Tax & Accounting Blog

Strategies for dealing with upcoming e-invoice mandates

Blog, Corporations, E-invoicing, Indirect Tax, ONESOURCE January 30, 2024

Over the next few years, dozens of countries will be rolling out mandates for e-invoicing and continuous transaction controls (CTC) as part of a global trend toward the complete digitalisation of tax reporting and remittance. Multinational companies need to be prepared when these regulatory changes go into effect, but the path to compliance isn’t exactly straight—in fact, it’s more like a confusing zig-zag of government regulations, technical specifications, uncertain timelines, and lack of communication.

International tax managers and their departments are the personnel most directly affected by these digital tax initiatives. To help them understand the evolving international landscape for e-invoicing/CTC mandates, Thomson Reuters recently conducted a webinar outlining several strategies multinational companies can use to prepare for any mandates they may encounter in the months and years ahead.  

Illustrative example of e-invoicing mandate challenges

To illustrate some of the hurdles companies are soon likely to face if they haven’t already, Pagero’s director of sales, Brad Colie, begins the webinar by introducing listeners to a hypothetical character named Stephen, who represents a tax department that is in the midst of its digital transformation but still unprepared for the difficulties that lay ahead in the form of e-invoice/CTC mandates.

Overall, Stephen and his team are happy with the work they’ve done to get their data flowing seamlessly through the company’s ERP and extended business ecosystem. But then Stephen starts getting calls from colleagues in Poland, France, Spain, Australia, Japan, and elsewhere, asking him:  how might e-invoicing/CTC mandates impact our operations.

Stephen doesn’t know, exactly, and when he starts investigating, he discovers not all countries that are initiating e-invoicing are coupling it with CTC, which adds real-time tax reporting to the mix. Furthermore, many countries are phasing in their requirements, for example, starting with the largest companies down to the smallest.

What’s a tax director to do?

After much frustration, Stephen realises that he needs to know more to work proactively with his company and team to prepare for these upcoming mandates.

“There’s no standard with the government authorities and what they’re requiring and mandating,” explains Jesse Shannon, Senior Product Manager for indirect tax at Thomson Reuters. Shannon says the question many companies are asking themselves is: “How, as a multinational, do we approach all of these countries globally? Do we centralise with our head office, or do we take a more regional, country-by-country approach?”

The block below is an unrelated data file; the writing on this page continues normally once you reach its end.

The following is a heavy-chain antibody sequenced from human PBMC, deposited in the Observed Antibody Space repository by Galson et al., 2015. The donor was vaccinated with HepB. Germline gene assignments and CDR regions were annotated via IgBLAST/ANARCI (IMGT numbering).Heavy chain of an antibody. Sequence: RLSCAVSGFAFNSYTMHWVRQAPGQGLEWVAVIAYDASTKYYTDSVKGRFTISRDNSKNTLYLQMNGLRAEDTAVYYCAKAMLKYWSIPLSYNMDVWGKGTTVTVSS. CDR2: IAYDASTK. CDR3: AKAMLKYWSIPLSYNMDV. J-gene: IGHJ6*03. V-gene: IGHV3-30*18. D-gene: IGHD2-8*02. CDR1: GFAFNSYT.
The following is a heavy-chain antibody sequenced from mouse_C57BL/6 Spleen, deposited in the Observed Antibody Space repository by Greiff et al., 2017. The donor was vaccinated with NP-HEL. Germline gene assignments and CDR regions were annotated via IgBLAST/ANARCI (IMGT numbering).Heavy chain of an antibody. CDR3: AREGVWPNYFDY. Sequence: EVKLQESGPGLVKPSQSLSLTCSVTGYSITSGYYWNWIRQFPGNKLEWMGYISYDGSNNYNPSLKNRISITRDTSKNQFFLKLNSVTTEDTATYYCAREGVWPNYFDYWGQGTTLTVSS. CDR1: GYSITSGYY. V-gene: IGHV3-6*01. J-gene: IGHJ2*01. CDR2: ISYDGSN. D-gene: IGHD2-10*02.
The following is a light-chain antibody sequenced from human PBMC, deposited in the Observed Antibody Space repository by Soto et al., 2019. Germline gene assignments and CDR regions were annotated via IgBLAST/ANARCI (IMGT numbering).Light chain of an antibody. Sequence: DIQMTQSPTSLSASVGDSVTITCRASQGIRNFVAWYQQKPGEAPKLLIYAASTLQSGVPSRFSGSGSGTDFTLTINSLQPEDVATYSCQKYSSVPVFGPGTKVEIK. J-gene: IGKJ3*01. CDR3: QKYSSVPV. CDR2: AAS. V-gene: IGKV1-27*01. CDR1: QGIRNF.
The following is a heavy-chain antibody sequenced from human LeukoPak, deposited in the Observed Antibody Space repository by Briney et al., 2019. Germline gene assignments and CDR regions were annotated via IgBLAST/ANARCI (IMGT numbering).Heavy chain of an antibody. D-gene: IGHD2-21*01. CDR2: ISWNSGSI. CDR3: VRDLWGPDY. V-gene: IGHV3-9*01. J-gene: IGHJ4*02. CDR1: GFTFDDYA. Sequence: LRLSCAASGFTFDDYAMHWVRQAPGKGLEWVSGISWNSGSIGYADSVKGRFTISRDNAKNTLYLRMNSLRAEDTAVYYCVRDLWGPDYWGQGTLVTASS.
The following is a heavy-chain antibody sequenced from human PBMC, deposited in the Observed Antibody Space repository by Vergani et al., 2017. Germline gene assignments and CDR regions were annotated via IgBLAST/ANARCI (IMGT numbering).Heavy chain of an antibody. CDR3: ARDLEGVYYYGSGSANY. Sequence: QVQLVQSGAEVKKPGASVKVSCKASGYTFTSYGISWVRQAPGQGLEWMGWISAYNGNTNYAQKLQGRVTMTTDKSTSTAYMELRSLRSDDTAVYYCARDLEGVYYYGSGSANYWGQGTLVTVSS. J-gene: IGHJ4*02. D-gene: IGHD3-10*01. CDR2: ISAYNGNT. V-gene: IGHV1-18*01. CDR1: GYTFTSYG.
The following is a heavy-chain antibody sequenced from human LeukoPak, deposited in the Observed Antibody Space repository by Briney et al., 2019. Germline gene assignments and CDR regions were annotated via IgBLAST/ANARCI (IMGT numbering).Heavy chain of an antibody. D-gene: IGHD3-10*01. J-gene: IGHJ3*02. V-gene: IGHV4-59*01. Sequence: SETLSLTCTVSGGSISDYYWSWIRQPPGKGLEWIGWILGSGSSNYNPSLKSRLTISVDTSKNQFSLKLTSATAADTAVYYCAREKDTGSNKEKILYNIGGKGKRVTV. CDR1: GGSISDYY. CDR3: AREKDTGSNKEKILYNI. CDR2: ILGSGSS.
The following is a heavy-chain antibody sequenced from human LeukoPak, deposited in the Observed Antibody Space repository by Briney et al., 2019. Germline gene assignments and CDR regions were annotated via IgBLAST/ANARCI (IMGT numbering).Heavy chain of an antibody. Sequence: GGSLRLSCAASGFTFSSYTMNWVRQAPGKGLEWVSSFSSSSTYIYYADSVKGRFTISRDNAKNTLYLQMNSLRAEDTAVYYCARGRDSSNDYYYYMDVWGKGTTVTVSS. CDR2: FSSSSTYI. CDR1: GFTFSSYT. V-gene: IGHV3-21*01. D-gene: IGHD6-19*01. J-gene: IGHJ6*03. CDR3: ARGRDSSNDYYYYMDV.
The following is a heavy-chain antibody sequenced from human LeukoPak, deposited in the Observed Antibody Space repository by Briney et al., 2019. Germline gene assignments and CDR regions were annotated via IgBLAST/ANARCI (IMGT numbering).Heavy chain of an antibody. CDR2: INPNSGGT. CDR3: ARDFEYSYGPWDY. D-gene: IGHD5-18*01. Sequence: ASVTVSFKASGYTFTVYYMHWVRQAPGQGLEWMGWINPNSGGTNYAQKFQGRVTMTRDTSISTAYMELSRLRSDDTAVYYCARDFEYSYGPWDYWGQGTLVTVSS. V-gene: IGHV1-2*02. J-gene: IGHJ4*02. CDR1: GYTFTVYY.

As Pagero’s Brad Colie explains, using a country-by-country, or “point-to-point” approach, companies must build a separate integration module to comply with each government tax authority’s specifications.

The advantage of the point-to-point approach, Colie says, is that companies are “extracting data in exactly the format the government asks for.” The downside, he says, is that these integrations are time-consuming, expensive, and can be difficult to manage if a tax team is dealing with more than one or two countries, and inevitable changes to each country’s rules and specifications only add to the burden.

“A lot of these governments, they go live with e-invoicing knowing that there will be changes within 12,18, or 24 months,” Colie says—and in a point-to-point approach, this means that a tax team must “go back to the drawing board every time they change their system or the government changes their requirements.”

Another option, says Colie, is a “network” solution that employs a third-party service provider to manage invoices and connect a company’s financial systems to the systems of the host government. If a company employs a different service provider in each country, however, tax teams must manage those relationships and accept that third-party providers have “limited capabilities to enrich and validate the data . . . all of which means more maintenance and work.”


REGISTER NOW to the webinar, and learn more about upcoming e-invoicing / CTC mandates and how to manage them


A ”universal”solution to e-invoicing mandates

A third, better option, says Colie, is a “universal” network solution that funnels transaction data through a centralised platform, then converts it to meet the specifications of each government’s tax authority. This approach “creates a very scalable solution and reduces a lot of the costs” associated with other, more piecemeal solutions, Colie explains; it’s also ideal for companies that want to manage e-invoicing within their existing automation strategy.

“Organisations are looking for a cloud-based solution that makes it easier to deploy and simplify management of the data and requirements for countries around the world,” says Shannon. MNCs are also looking for a solution that makes compliance easier and more reliable, he says.

Pagero and Thomson Reuters have partnered to create just such a solution – a universal e-invoicing module that works within Thomson Reuters ONESOURCE tax platform. In addition to supporting the exchange of electronic documents between businesses and governments and customers, the Thomson Reuters/Pagero solution also helps companies manage any changes a government may make to the system, network, or data specifications they require.

Concerning upcoming e-invoice/CTC mandates, “Compliance is an obligation that organisations and tax departments must get right on day one,” Shannon emphasises. “By having a universal solution for the indirect tax life cycle—from tax calculations to compliance reporting and e-invoicing—now they can get it right.

Comply with global e-invoicing mandates by leveraging a fully integrated electronic invoice compliance solution